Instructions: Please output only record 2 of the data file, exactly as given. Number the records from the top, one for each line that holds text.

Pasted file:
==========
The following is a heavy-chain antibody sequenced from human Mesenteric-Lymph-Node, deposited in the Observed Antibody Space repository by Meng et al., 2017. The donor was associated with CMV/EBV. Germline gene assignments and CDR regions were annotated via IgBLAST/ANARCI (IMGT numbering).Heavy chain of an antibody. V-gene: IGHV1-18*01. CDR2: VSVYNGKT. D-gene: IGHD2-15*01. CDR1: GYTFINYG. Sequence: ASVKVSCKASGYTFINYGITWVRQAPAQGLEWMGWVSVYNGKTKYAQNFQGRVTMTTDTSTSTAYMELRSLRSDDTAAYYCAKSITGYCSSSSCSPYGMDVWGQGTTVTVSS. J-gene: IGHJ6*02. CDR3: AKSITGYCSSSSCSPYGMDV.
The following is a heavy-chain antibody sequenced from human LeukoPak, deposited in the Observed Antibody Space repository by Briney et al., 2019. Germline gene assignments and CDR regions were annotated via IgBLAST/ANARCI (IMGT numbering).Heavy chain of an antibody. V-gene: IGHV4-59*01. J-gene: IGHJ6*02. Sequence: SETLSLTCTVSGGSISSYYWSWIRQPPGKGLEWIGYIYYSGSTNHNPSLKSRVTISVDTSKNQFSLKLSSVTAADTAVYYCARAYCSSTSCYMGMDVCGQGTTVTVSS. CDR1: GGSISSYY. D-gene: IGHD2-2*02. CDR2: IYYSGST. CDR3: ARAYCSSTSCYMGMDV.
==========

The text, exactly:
The following is a heavy-chain antibody sequenced from human LeukoPak, deposited in the Observed Antibody Space repository by Briney et al., 2019. Germline gene assignments and CDR regions were annotated via IgBLAST/ANARCI (IMGT numbering).Heavy chain of an antibody. V-gene: IGHV4-59*01. J-gene: IGHJ6*02. Sequence: SETLSLTCTVSGGSISSYYWSWIRQPPGKGLEWIGYIYYSGSTNHNPSLKSRVTISVDTSKNQFSLKLSSVTAADTAVYYCARAYCSSTSCYMGMDVCGQGTTVTVSS. CDR1: GGSISSYY. D-gene: IGHD2-2*02. CDR2: IYYSGST. CDR3: ARAYCSSTSCYMGMDV.